Republican U.S. Speaker John Boehner to Visit Israel Two Weeks After Netanyahu’s Victory

Trip was arranged before election but is likely to be a 'victory celebration' for Netanyahu and Obama's arch rival.

ברק רביד - צרובה
Barak Ravid
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Netanyahu and House Speaker Boehner on Capitol Hill in Washington, 2011.
Netanyahu and House Speaker Boehner on Capitol Hill in Washington, 2011.Credit: AP
ברק רביד - צרובה
Barak Ravid

Speaker of the United States House of Representatives John Boehner is expected to visit Israel in about a week. Boehner, a member of the Republican Party, is U.S. President Barack Obama’s arch rival and the man who invited Prime Minister Benjamin Netanyahu to make his controversial speech in Congress.

Senior Israeli officials who asked to remain anonymous said Boehner will begin his visit, which has not yet been announced publicly, on March 31, heading a delegation of Republican Congress members. The officials said the final agreement for the visit was given during Netanyahu’s trip to the United States some two weeks ago.

Boehner and Israel’s ambassador in Washington, Ron Dermer, had arranged Netanyahu’s speech in Congress behind the back of the White House. Boehner publicly admitted that he had explicitly asked Dermer not to tell the White House about the arrangements for Netanyahu’s invitation. A day before the invitation was reported, Secretary of State John Kerry visited Dermer at the latter’s home but Dermer didn’t mention the matter.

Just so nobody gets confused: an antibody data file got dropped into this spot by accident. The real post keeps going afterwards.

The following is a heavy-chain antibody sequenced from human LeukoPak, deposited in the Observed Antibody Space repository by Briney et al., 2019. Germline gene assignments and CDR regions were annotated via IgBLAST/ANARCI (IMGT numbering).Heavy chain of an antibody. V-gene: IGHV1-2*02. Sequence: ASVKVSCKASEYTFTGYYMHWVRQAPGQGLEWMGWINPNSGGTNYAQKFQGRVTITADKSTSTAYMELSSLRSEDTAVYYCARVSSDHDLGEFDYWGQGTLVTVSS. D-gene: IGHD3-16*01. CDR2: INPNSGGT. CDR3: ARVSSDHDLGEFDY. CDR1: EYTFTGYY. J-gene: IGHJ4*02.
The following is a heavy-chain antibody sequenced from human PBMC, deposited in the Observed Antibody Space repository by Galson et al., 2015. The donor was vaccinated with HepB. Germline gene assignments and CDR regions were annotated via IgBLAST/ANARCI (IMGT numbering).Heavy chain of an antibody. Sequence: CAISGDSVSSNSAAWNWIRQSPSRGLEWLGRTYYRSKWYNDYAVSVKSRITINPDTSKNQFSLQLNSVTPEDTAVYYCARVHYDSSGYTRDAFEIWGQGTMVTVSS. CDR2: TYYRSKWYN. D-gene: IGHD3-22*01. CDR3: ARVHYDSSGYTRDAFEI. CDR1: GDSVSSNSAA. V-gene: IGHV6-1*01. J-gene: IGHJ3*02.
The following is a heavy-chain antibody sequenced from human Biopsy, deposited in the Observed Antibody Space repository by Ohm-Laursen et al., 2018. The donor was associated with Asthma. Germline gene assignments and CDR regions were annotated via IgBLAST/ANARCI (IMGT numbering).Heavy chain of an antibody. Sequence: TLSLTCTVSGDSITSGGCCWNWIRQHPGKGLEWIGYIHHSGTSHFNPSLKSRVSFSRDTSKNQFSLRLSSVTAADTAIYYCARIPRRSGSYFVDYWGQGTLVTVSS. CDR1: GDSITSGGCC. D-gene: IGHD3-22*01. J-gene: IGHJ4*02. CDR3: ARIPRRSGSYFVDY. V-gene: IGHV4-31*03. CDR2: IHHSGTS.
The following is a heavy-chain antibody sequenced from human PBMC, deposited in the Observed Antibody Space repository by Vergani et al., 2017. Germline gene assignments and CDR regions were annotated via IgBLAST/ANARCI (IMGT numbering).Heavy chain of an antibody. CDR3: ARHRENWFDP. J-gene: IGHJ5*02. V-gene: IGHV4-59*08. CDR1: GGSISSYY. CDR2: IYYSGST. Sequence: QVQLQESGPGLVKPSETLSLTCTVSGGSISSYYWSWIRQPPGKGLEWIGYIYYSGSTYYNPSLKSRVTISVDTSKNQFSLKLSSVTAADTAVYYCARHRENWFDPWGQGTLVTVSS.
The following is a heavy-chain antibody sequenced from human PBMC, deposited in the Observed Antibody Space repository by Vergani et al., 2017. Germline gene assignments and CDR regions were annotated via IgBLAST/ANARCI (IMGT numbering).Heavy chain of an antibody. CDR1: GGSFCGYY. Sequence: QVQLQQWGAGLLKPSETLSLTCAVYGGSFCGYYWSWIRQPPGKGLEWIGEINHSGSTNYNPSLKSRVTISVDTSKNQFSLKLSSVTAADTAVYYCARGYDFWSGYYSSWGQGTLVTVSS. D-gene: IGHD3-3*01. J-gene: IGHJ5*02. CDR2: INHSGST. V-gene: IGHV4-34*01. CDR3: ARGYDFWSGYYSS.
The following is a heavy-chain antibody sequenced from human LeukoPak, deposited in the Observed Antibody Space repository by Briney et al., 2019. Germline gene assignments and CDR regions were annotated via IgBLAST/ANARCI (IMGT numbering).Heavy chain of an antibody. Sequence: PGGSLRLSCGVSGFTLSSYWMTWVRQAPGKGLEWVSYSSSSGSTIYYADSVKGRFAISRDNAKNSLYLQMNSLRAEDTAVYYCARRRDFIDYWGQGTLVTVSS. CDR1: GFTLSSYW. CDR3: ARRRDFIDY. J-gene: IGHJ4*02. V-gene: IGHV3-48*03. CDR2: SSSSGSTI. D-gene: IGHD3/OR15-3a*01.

The American administration was furious that Netanyahu held talks with Boehner without the White House’s knowledge. The anger stemmed mainly from the fact that the speech to Congress, delivered two weeks before the Israeli election, was seen as a political move. It was also regarded as a bid on Netanyahu’s part to intervene in American politics, by sabotaging the nuclear agreement the administration is negotiating with Iran.

Although Boehner’s visit was planned before the election, it will be a sort of “victory celebration” for Netanyahu and he is expected to be received with great honor.

The crisis between the White House and Netanyahu over the prime minister's speech to Congress flared up again a day after the election with a series of White House press briefings to Haaretz’s Peter Beinart, the New York Times and other media. The main message was that the damage Netanyahu caused Israel-U.S. relations is serious and that if Netanyahu is interested in repairing it he must take concrete steps like replacing Ambassador Dermer.

Netanyahu yesterday attempted to send public conciliatory messages to Obama. In an interview with NBC he said that his speech in Congress two weeks ago was not intended to show disrespect to the president. He said the ties between Israel and the United States were strong and that “America has no greater ally than Israel and Israel has no greater ally than the United States.”

Netanyahu said the two countries can have many differences but can work together as allies. “There are so many areas where we must work together, will work together with the United States, and the president, because we have no other alternative,” he said.

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